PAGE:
“And I’m not for a moment – I think this is very important for this interview – suggesting that.

“Let me put it this way. I think that would be an unfortunate conclusion that some might draw, and I think that’s unnecessary, because if we can clear up the misunderstanding we can see the information.”

ConHome: “Your committee wanted the information before the vote yesterday, and didn’t get it. With all that in mind, how did you feel about voting yesterday, and what’s your general view of the lockdown proposal?”

Stride: “OK. I don’t think we have enough information to make the best, most informed decision on this, and I don’t just point my finger at the lack of economic information, though there’s certainly a complete dearth of that, but equally at the health aspects of this.

“But at the end of the day you have to take a decision based on the information you have – you can’t just lament the fact that there’s a hole in it.

“You have to look at it, and it’s a matter of judgment. And my judgment, which was personally fairly finely balanced, so I supported it with a bit of a heavy heart, was that on this occasion I would trust that the Government’s judgment was more likely to be right than wrong.

“Now critical to all of this of course is what is the likely outcome in the counterfactual example of no lockdown, in terms of the over-running of the National Health Service.

“It seems to me that there are at least two strands within the health data that are problematic. One is some projections which I think have been to a degree debunked, like the projection of 4,000 deaths per day, which I think has been unhelpful.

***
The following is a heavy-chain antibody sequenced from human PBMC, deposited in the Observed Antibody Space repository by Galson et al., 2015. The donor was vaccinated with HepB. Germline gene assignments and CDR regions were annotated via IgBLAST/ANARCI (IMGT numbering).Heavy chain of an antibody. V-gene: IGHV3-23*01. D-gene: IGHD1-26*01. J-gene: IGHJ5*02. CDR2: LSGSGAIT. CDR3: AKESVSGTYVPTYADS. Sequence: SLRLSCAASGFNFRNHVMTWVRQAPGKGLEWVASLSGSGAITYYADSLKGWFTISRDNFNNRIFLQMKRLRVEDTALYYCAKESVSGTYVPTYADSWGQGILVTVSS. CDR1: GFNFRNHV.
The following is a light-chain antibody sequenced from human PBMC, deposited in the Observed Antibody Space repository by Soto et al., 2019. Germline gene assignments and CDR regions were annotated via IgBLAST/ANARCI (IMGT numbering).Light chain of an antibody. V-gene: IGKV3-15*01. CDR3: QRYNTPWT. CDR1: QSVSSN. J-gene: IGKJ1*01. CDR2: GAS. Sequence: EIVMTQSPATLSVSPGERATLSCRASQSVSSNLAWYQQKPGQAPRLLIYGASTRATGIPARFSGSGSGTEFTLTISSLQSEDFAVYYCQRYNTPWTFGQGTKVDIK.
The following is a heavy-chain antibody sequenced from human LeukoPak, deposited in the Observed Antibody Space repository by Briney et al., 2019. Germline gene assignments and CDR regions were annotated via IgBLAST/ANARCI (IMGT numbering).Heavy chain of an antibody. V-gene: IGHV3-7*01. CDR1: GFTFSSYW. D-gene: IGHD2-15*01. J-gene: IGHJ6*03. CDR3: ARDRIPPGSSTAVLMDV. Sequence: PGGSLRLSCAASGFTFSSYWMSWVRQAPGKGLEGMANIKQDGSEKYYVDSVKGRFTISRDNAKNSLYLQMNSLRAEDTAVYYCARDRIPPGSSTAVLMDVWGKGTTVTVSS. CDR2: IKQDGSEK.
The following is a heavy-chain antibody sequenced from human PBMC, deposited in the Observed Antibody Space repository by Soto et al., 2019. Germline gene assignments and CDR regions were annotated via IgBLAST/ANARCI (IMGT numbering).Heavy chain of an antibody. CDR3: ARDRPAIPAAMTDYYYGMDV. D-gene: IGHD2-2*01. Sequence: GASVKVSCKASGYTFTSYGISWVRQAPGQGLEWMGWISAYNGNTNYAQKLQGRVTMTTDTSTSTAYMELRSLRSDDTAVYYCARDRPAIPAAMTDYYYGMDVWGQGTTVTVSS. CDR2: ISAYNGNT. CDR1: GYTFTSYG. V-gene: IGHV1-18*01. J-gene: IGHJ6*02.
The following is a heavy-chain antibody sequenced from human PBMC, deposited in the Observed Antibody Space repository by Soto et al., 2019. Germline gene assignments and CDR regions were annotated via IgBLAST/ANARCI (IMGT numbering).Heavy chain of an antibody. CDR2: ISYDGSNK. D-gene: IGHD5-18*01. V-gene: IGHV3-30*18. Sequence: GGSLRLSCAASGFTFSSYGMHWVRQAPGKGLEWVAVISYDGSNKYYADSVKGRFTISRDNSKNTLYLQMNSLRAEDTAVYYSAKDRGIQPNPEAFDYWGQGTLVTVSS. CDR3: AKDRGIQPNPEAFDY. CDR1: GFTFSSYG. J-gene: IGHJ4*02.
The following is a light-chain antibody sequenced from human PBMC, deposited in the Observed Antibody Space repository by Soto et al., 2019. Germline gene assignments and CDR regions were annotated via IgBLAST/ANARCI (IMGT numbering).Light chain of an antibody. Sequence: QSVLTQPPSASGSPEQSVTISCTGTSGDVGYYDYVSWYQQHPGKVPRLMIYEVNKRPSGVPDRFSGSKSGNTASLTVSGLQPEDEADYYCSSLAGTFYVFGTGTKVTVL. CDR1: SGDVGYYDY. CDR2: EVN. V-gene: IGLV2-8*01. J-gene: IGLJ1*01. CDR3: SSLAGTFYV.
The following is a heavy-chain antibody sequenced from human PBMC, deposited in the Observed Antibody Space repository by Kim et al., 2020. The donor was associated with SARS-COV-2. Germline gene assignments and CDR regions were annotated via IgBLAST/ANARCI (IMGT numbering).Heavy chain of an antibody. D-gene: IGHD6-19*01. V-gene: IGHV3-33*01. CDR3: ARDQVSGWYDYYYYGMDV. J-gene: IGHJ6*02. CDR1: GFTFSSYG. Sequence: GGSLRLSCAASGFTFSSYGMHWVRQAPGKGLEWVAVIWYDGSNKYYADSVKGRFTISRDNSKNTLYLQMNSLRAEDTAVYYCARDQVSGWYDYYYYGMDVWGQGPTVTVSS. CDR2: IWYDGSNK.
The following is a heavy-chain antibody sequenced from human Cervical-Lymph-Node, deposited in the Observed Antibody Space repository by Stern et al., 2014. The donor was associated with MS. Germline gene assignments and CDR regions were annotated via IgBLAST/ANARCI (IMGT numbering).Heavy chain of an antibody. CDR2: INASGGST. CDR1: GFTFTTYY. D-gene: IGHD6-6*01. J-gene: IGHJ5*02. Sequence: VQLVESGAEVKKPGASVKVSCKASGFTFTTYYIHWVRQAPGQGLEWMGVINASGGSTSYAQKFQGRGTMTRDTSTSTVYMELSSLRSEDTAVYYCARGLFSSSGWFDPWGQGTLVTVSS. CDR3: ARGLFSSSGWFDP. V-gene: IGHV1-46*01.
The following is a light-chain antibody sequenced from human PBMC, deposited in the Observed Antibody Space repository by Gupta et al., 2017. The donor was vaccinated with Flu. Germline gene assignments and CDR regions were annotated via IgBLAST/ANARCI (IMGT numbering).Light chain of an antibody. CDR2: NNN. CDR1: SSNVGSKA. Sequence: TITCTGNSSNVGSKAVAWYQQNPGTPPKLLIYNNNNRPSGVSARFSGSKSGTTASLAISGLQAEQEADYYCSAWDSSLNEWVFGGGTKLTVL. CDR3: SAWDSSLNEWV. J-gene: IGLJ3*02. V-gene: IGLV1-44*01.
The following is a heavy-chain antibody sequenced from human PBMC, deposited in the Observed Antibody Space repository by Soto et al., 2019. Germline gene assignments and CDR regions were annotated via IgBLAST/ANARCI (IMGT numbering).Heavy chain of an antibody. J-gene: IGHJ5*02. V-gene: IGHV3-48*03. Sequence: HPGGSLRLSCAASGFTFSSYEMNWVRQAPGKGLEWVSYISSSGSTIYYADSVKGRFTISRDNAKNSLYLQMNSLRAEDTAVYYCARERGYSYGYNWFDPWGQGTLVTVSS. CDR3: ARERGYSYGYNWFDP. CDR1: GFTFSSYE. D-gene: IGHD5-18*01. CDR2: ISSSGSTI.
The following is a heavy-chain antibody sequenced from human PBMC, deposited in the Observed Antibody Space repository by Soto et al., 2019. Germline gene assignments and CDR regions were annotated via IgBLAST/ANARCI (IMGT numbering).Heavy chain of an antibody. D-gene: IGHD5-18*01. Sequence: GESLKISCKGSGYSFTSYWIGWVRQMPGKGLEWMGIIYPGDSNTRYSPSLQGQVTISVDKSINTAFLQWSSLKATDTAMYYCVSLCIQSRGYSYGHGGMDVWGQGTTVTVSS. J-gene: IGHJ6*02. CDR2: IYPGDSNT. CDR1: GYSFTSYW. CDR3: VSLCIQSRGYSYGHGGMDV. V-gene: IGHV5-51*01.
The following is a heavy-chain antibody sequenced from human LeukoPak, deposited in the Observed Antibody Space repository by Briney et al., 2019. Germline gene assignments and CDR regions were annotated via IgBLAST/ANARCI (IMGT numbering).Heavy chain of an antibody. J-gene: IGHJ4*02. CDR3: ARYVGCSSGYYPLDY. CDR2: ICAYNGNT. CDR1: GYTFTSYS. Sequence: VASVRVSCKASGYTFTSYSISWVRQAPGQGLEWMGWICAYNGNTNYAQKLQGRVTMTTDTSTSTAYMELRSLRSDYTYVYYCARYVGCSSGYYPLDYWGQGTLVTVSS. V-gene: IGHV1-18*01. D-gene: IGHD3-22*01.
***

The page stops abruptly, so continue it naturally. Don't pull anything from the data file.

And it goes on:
“But the second thing, to be fair to the Government, is the very nature of responding to this pandemic, and the lags involved for example between infection, hospitalisation and ultimately sadly death, lead you to a situation where it’s very difficult to answer a number of the critical questions that you need to answer.

“Because you don’t actually have the data in real time. An example of that would be what is the average time that somebody infected with Covid spends in a bed within the NHS at the moment compared to the first wave?

“Now purely speculatively suppose that that figure is much lower than in the first wave, because you’ve got better treatments and we understand how to make people better faster.

“If it was, for the sake of argument, half the amount of time, that would be an effective doubling of the capacity of the National Health Service at a stroke in order to handle these particular problems.

“But we don’t know the answer to that critical question. And if we did, and it was half the time, we might be able to avoid the lockdown altogether, who knows.”

ConHome: “You’ve said it’s a misunderstanding. That’s a very charitable term. The Chancellor is a staggeringly acute and quick-in-the-uptake individual. Even if he were momentarily to misunderstand what you want, he wouldn’t misunderstand when you put the question to him again.”

Stride: “Of course he has a lot on his plate, and let’s hope that fairly shortly he has another look at it and perhaps we end up in a position where the information is made available.

“Or indeed it’s categorically stated that the information referred to in the Sage minute is not actually available, because it never existed.

“If it never existed, the question then becomes, given the magnitude of the decisions being taken around lockdown, why would you take a decision like that without that kind of information?

“So I think it’s difficult both ways, whether it exists or not, for the Treasury. But my hunch is that it does exist and we should have it.”

ConHome: “How significant do you think it is that a growing number of your colleagues – Theresa May, Graham Brady, Bob Neill, Nus Ghani and so forth – are calling for this analysis which you’ve been trying to extract from the Government?”

Stride: “Well I think that’s just reflective of two things. One is that the economy has been downplayed in the elements of the discussion so far.

“And secondly, through time it’s becoming more and more relatively underplayed, because the economic situation is getting that much tougher.